Anorexia nervosa: Friend or foe?
Version of Record online: 8 FEB 1999
Copyright © 1999 John Wiley & Sons, Inc.
International Journal of Eating Disorders
Volume 25, Issue 2, pages 177–186, March 1999
How to Cite
Serpell, L., Treasure, J., Teasdale, J. and Sullivan, V. (1999), Anorexia nervosa: Friend or foe?. Int. J. Eat. Disord., 25: 177–186. doi: 10.1002/(SICI)1098-108X(199903)25:2<177::AID-EAT7>3.0.CO;2-D
- Issue online: 8 FEB 1999
- Version of Record online: 8 FEB 1999
- Manuscript Accepted: 11 JAN 1998
- anorexia nervosa;
- qualitative method;
- positive reinforcement
The aim of this study was to examine anorexics' attitudes towards anorexia nervosa.
Anorexic patients were asked to write two letters to their anorexia nervosa, one addressing it as a friend and the other addressing it as an enemy. A coding scheme was developed using a “Grounded Theory” methodology to group recurrent themes. The scheme was used independently by three raters: the first author, a rater with extensive experience in eating disorders, and a novice in the field. Use of the coding scheme showed high interrater reliability and comprehensiveness.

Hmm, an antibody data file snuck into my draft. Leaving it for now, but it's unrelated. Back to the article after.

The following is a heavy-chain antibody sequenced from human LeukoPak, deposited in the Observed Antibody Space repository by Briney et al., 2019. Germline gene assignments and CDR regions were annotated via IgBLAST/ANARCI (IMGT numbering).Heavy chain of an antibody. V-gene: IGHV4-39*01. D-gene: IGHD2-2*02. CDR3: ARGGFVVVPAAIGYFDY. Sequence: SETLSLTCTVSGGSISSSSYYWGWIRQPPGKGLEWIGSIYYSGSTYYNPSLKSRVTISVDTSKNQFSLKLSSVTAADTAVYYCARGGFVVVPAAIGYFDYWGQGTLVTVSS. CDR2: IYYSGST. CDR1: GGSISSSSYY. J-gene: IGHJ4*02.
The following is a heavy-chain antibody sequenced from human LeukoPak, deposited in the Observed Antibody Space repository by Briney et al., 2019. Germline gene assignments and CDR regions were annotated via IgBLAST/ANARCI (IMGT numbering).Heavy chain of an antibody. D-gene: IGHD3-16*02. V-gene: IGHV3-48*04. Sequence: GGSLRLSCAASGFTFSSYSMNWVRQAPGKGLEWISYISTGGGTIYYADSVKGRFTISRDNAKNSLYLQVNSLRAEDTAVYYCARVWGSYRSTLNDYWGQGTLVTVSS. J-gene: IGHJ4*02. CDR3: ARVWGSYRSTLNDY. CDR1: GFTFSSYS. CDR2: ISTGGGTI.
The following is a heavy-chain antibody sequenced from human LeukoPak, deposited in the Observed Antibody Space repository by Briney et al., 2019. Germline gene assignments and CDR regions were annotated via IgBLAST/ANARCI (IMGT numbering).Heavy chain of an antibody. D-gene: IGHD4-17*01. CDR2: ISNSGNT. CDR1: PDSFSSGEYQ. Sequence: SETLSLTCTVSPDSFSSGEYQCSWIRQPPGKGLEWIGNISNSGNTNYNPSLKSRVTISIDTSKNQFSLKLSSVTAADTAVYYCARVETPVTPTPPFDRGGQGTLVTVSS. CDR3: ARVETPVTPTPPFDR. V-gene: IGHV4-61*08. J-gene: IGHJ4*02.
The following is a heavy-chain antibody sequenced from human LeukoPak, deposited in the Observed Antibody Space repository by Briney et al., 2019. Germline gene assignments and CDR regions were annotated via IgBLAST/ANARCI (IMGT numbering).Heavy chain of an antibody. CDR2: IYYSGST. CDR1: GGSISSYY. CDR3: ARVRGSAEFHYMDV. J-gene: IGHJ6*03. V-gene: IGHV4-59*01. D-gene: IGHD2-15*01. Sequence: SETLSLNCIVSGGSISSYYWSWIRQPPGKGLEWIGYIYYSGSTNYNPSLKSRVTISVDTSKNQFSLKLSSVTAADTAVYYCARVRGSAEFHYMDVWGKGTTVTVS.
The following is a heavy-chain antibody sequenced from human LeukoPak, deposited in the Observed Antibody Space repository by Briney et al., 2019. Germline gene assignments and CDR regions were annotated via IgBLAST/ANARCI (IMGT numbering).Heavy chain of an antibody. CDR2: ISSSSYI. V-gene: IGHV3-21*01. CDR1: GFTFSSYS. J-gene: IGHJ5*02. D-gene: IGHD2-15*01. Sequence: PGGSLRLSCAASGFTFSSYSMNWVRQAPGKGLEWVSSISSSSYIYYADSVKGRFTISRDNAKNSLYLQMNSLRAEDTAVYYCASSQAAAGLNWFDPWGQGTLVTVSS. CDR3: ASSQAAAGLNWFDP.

Commonly expressed benefits of anorexia nervosa included feeling looked after or protected, gaining a sense of control, and feeling special. Perceived costs of the disorder included constant thoughts about food, feeling taken over, and the damage done to personal relationships.
The positive themes found in the letters are important indicators of factors which may maintain anorexia nervosa. The use of the letters to examine these factors has important clinical implications which are outlined. © 1999 by John Wiley & Sons, Inc. Int J Eat Disord 25: 177–186, 1999.